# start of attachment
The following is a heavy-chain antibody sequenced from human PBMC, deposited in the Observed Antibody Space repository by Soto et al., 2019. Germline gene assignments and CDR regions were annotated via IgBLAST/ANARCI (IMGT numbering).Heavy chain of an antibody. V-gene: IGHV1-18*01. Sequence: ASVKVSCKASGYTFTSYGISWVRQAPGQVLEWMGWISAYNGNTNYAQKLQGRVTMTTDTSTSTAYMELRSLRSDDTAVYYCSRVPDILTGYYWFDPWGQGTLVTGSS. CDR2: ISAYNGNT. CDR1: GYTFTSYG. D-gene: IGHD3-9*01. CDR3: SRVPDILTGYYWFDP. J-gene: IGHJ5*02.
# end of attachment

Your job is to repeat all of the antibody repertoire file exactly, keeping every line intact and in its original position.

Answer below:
The following is a heavy-chain antibody sequenced from human PBMC, deposited in the Observed Antibody Space repository by Soto et al., 2019. Germline gene assignments and CDR regions were annotated via IgBLAST/ANARCI (IMGT numbering).Heavy chain of an antibody. V-gene: IGHV1-18*01. Sequence: ASVKVSCKASGYTFTSYGISWVRQAPGQVLEWMGWISAYNGNTNYAQKLQGRVTMTTDTSTSTAYMELRSLRSDDTAVYYCSRVPDILTGYYWFDPWGQGTLVTGSS. CDR2: ISAYNGNT. CDR1: GYTFTSYG. D-gene: IGHD3-9*01. CDR3: SRVPDILTGYYWFDP. J-gene: IGHJ5*02.